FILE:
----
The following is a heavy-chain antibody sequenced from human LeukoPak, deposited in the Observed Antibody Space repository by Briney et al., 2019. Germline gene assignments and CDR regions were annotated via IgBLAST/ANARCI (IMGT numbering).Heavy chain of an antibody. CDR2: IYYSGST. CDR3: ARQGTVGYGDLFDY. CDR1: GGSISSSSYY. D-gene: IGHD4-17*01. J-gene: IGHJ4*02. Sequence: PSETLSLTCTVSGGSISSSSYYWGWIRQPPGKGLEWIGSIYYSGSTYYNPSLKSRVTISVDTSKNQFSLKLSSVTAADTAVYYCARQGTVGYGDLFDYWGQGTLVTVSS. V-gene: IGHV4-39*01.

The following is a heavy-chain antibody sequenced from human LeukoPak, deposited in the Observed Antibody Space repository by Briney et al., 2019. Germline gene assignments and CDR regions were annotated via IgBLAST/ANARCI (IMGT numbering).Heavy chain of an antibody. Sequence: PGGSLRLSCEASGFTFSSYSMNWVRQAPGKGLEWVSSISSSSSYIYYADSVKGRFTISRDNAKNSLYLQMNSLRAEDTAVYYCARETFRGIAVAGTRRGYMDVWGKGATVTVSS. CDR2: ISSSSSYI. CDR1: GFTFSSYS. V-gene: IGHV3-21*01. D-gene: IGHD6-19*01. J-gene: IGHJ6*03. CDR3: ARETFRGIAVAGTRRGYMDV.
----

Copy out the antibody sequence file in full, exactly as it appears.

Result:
The following is a heavy-chain antibody sequenced from human LeukoPak, deposited in the Observed Antibody Space repository by Briney et al., 2019. Germline gene assignments and CDR regions were annotated via IgBLAST/ANARCI (IMGT numbering).Heavy chain of an antibody. CDR2: IYYSGST. CDR3: ARQGTVGYGDLFDY. CDR1: GGSISSSSYY. D-gene: IGHD4-17*01. J-gene: IGHJ4*02. Sequence: PSETLSLTCTVSGGSISSSSYYWGWIRQPPGKGLEWIGSIYYSGSTYYNPSLKSRVTISVDTSKNQFSLKLSSVTAADTAVYYCARQGTVGYGDLFDYWGQGTLVTVSS. V-gene: IGHV4-39*01.

The following is a heavy-chain antibody sequenced from human LeukoPak, deposited in the Observed Antibody Space repository by Briney et al., 2019. Germline gene assignments and CDR regions were annotated via IgBLAST/ANARCI (IMGT numbering).Heavy chain of an antibody. Sequence: PGGSLRLSCEASGFTFSSYSMNWVRQAPGKGLEWVSSISSSSSYIYYADSVKGRFTISRDNAKNSLYLQMNSLRAEDTAVYYCARETFRGIAVAGTRRGYMDVWGKGATVTVSS. CDR2: ISSSSSYI. CDR1: GFTFSSYS. V-gene: IGHV3-21*01. D-gene: IGHD6-19*01. J-gene: IGHJ6*03. CDR3: ARETFRGIAVAGTRRGYMDV.